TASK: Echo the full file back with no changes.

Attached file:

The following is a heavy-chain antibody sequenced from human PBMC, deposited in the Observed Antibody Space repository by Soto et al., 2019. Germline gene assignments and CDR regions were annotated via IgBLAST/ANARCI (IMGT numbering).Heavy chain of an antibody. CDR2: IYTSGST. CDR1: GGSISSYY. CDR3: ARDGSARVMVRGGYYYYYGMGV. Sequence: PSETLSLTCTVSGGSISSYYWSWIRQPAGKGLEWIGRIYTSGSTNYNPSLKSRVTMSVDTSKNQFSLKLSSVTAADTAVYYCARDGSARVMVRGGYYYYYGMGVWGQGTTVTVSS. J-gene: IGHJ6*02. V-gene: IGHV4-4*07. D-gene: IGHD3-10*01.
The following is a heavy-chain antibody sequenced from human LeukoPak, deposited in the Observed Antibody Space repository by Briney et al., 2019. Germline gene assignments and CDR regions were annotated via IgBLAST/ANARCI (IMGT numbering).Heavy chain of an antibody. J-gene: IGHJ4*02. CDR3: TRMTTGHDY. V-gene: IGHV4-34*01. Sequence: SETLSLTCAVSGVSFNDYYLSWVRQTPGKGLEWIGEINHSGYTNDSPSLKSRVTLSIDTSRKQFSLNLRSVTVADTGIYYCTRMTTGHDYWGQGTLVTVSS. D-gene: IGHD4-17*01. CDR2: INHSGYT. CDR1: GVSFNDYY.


The following is a heavy-chain antibody sequenced from human PBMC, deposited in the Observed Antibody Space repository by Soto et al., 2019. Germline gene assignments and CDR regions were annotated via IgBLAST/ANARCI (IMGT numbering).Heavy chain of an antibody. CDR2: IYTSGST. CDR1: GGSISSYY. CDR3: ARDGSARVMVRGGYYYYYGMGV. Sequence: PSETLSLTCTVSGGSISSYYWSWIRQPAGKGLEWIGRIYTSGSTNYNPSLKSRVTMSVDTSKNQFSLKLSSVTAADTAVYYCARDGSARVMVRGGYYYYYGMGVWGQGTTVTVSS. J-gene: IGHJ6*02. V-gene: IGHV4-4*07. D-gene: IGHD3-10*01.
The following is a heavy-chain antibody sequenced from human LeukoPak, deposited in the Observed Antibody Space repository by Briney et al., 2019. Germline gene assignments and CDR regions were annotated via IgBLAST/ANARCI (IMGT numbering).Heavy chain of an antibody. J-gene: IGHJ4*02. CDR3: TRMTTGHDY. V-gene: IGHV4-34*01. Sequence: SETLSLTCAVSGVSFNDYYLSWVRQTPGKGLEWIGEINHSGYTNDSPSLKSRVTLSIDTSRKQFSLNLRSVTVADTGIYYCTRMTTGHDYWGQGTLVTVSS. D-gene: IGHD4-17*01. CDR2: INHSGYT. CDR1: GVSFNDYY.